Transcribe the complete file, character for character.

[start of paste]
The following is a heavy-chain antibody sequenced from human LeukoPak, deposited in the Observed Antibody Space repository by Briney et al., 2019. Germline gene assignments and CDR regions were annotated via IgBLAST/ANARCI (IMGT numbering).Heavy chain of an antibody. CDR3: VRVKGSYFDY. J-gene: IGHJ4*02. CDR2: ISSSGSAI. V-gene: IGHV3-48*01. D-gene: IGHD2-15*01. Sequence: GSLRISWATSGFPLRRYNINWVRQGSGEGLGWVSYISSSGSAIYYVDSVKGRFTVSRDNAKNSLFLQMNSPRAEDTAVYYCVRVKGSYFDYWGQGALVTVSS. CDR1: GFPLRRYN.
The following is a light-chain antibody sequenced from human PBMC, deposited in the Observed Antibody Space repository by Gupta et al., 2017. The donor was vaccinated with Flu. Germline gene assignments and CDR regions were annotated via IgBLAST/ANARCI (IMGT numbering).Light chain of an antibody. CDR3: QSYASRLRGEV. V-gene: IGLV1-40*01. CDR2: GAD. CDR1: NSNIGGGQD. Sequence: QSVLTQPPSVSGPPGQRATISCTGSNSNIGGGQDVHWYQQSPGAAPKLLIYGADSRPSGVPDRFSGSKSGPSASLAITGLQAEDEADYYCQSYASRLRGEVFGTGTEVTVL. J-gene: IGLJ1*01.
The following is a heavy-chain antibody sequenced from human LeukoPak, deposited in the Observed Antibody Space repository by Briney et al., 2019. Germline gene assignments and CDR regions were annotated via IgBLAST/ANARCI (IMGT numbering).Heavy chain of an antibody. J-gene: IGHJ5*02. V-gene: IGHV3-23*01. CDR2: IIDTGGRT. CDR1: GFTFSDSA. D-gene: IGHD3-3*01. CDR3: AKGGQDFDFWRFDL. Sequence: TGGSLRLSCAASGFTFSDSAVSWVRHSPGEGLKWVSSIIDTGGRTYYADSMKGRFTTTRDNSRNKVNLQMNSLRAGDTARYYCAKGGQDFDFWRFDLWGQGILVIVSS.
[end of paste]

The following is a heavy-chain antibody sequenced from human LeukoPak, deposited in the Observed Antibody Space repository by Briney et al., 2019. Germline gene assignments and CDR regions were annotated via IgBLAST/ANARCI (IMGT numbering).Heavy chain of an antibody. CDR3: VRVKGSYFDY. J-gene: IGHJ4*02. CDR2: ISSSGSAI. V-gene: IGHV3-48*01. D-gene: IGHD2-15*01. Sequence: GSLRISWATSGFPLRRYNINWVRQGSGEGLGWVSYISSSGSAIYYVDSVKGRFTVSRDNAKNSLFLQMNSPRAEDTAVYYCVRVKGSYFDYWGQGALVTVSS. CDR1: GFPLRRYN.
The following is a light-chain antibody sequenced from human PBMC, deposited in the Observed Antibody Space repository by Gupta et al., 2017. The donor was vaccinated with Flu. Germline gene assignments and CDR regions were annotated via IgBLAST/ANARCI (IMGT numbering).Light chain of an antibody. CDR3: QSYASRLRGEV. V-gene: IGLV1-40*01. CDR2: GAD. CDR1: NSNIGGGQD. Sequence: QSVLTQPPSVSGPPGQRATISCTGSNSNIGGGQDVHWYQQSPGAAPKLLIYGADSRPSGVPDRFSGSKSGPSASLAITGLQAEDEADYYCQSYASRLRGEVFGTGTEVTVL. J-gene: IGLJ1*01.
The following is a heavy-chain antibody sequenced from human LeukoPak, deposited in the Observed Antibody Space repository by Briney et al., 2019. Germline gene assignments and CDR regions were annotated via IgBLAST/ANARCI (IMGT numbering).Heavy chain of an antibody. J-gene: IGHJ5*02. V-gene: IGHV3-23*01. CDR2: IIDTGGRT. CDR1: GFTFSDSA. D-gene: IGHD3-3*01. CDR3: AKGGQDFDFWRFDL. Sequence: TGGSLRLSCAASGFTFSDSAVSWVRHSPGEGLKWVSSIIDTGGRTYYADSMKGRFTTTRDNSRNKVNLQMNSLRAGDTARYYCAKGGQDFDFWRFDLWGQGILVIVSS.